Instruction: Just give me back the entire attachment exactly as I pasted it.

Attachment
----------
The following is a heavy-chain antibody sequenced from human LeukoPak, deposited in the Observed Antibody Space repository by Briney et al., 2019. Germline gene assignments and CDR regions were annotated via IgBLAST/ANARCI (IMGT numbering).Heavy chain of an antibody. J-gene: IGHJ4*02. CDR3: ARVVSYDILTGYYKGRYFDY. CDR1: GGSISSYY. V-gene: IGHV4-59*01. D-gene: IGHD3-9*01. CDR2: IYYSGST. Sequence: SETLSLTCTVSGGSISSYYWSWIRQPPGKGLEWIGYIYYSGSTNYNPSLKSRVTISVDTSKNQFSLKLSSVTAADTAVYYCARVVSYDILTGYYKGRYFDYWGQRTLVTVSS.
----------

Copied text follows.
The following is a heavy-chain antibody sequenced from human LeukoPak, deposited in the Observed Antibody Space repository by Briney et al., 2019. Germline gene assignments and CDR regions were annotated via IgBLAST/ANARCI (IMGT numbering).Heavy chain of an antibody. J-gene: IGHJ4*02. CDR3: ARVVSYDILTGYYKGRYFDY. CDR1: GGSISSYY. V-gene: IGHV4-59*01. D-gene: IGHD3-9*01. CDR2: IYYSGST. Sequence: SETLSLTCTVSGGSISSYYWSWIRQPPGKGLEWIGYIYYSGSTNYNPSLKSRVTISVDTSKNQFSLKLSSVTAADTAVYYCARVVSYDILTGYYKGRYFDYWGQRTLVTVSS.